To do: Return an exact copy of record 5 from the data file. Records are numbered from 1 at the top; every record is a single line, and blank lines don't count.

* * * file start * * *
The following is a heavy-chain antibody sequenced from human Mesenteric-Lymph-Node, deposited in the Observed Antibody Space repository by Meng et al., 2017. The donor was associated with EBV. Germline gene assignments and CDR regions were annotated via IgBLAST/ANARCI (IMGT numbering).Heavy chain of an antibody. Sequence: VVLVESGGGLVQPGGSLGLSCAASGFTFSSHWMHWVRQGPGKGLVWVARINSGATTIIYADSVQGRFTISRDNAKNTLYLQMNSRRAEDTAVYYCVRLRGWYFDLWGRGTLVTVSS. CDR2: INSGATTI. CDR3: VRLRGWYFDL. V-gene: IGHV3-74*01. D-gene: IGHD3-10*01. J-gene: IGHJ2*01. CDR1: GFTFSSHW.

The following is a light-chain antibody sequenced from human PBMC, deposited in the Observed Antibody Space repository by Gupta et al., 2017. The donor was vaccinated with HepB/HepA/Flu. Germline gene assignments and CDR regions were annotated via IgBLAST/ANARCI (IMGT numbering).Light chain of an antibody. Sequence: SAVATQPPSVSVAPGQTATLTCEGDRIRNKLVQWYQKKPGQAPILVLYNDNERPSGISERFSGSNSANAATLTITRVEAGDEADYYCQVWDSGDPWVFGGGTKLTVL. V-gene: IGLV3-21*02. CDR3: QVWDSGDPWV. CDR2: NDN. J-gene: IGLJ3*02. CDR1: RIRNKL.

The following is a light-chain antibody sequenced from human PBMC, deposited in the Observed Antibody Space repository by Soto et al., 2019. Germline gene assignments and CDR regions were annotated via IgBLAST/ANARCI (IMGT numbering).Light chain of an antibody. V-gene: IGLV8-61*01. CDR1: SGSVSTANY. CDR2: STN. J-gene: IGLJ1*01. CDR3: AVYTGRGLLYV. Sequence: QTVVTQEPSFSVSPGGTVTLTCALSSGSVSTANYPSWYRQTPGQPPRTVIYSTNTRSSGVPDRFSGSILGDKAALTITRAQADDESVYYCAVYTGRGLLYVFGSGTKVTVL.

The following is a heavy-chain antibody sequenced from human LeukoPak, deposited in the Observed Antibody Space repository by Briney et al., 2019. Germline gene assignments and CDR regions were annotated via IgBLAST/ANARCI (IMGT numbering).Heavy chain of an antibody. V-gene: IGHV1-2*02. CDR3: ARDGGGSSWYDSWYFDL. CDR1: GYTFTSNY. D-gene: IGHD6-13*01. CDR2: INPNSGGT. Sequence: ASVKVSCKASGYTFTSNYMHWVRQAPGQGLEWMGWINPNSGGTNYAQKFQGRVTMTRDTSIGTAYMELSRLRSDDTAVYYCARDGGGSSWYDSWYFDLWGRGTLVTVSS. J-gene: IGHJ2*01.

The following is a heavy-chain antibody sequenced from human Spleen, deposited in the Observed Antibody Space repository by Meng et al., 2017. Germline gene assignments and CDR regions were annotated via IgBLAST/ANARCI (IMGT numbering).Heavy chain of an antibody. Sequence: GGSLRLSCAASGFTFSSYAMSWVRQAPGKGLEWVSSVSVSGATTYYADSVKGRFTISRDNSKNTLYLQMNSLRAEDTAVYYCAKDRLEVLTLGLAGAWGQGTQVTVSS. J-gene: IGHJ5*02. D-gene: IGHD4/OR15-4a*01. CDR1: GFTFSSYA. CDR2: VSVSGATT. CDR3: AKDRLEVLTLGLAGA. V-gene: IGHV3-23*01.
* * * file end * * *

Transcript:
The following is a heavy-chain antibody sequenced from human Spleen, deposited in the Observed Antibody Space repository by Meng et al., 2017. Germline gene assignments and CDR regions were annotated via IgBLAST/ANARCI (IMGT numbering).Heavy chain of an antibody. Sequence: GGSLRLSCAASGFTFSSYAMSWVRQAPGKGLEWVSSVSVSGATTYYADSVKGRFTISRDNSKNTLYLQMNSLRAEDTAVYYCAKDRLEVLTLGLAGAWGQGTQVTVSS. J-gene: IGHJ5*02. D-gene: IGHD4/OR15-4a*01. CDR1: GFTFSSYA. CDR2: VSVSGATT. CDR3: AKDRLEVLTLGLAGA. V-gene: IGHV3-23*01.